synchronizationContext.Post(new SendOrPostCallback(o =>
            {
                label1.Text = @"Counter " + (int)o;
            }), value);             

            previousTime = timeNow;
        }
    }
}

Let’s take a look at the code. First of all we have a private SynchronizationContext object. The SynchronizationContext class is a class belonging to the .NET Framework’s System.Threading namespace. The purpose of this class is to provide a model to make communication between threads easier and more robust. Then we also have a private DateTime which is used for controlling the time interval of an update back to the UI thread. The SynchronizationContect.Current is set to the current context of the user interface in Form1’s constructor.

    private async void ButtonClickHandlerAsync(object sender, EventArgs e)
    {
        button1.Enabled = false;
        var count = 0;

        await Task.Run(() =>
        {
            for (var i = 0; i <= 5000000; i++)
            {
                UpdateUI(i);
                count = i;
            }
        });

        label1.Text = @"Counter " + count;
        button1.Enabled = true;
    }

Next we have a button event handler. This is attached to the button on the main form and kicks off the task to count to 5,000,000. As part of this method we also call a method called UpdateUI() and this is the method that will call back to our main UI thread.

    public void UpdateUI(int value)
    {
        var timeNow = DateTime.Now;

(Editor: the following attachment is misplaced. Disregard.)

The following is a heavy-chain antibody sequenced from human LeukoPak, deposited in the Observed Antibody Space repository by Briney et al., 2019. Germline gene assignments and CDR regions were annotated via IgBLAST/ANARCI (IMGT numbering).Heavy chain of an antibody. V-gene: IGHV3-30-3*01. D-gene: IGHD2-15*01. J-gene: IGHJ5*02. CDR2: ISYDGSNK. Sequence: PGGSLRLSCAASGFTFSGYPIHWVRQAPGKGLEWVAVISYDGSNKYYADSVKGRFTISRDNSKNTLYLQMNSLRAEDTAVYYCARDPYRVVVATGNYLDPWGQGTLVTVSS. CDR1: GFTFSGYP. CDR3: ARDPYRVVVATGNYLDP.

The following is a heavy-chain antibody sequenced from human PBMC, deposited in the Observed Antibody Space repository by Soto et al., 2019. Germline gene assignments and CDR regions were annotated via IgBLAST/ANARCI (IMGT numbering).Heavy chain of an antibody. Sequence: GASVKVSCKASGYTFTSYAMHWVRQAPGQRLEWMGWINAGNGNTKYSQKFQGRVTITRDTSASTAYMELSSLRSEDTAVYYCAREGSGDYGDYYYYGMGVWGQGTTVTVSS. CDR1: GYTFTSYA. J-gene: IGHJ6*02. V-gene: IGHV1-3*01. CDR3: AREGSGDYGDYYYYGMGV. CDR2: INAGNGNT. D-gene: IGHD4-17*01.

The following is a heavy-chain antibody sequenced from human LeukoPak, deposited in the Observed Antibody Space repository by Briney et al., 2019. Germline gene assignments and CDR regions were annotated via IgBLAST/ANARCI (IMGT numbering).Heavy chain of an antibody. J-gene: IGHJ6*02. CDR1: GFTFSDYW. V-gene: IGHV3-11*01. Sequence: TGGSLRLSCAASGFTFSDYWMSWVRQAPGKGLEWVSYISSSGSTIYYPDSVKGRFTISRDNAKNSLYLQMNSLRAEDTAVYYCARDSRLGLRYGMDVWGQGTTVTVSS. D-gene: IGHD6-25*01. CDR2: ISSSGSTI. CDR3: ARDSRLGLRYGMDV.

if ((DateTime.Now - previousTime).Milliseconds <= 50) return;

        synchronizationContext.Post(new SendOrPostCallback(o =>
        {
            label1.Text = @"Counter " + (int)o;
        }), value);

        previousTime = timeNow;
    }

First the UpdateUI method grabs the current time and subtracts it from the previousTime which was defined at the beginning of the class. Then a check take place to see if the timeNow time is within 50ms of the previousTime. If it is within 50ms, then the method returns, otherwise it carries on. Using this check we can change how frequently we want to update the UI. Sometimes it is not necessary to update the user interface that quickly. Once a second may be fine. It depends on what you are doing.

Next we post a call to the SynchronizationContext to update the UI. This is done by synchronizationContext.Post which calls a delegate which executes the code in-between the braces on the UI thread.

Difference between SynchronizationContext.Send and SynchronizationContext.Post

In the snippet above you call into the UI thread using SynchronizationContext.Post, but you can also do this with SynchronizationContext.Send, but what is the difference? Send is a synchronous operation and will wait for an answer or action completed from the call, where as Post is asynchronous where it makes the call to the UI thread and continues without waiting for a reply. In this example it wouldn’t appear to make much difference which of the 2 you use, but we have used Post as we do not require to wait for a reply as we are just posting some data to be shown on the screen.

Wrapping Up

This is another simple example that will help you to make your applications more responsive. Although this example used Winforms as that is the space I am in at the moment, it is just as relevant for WPF too.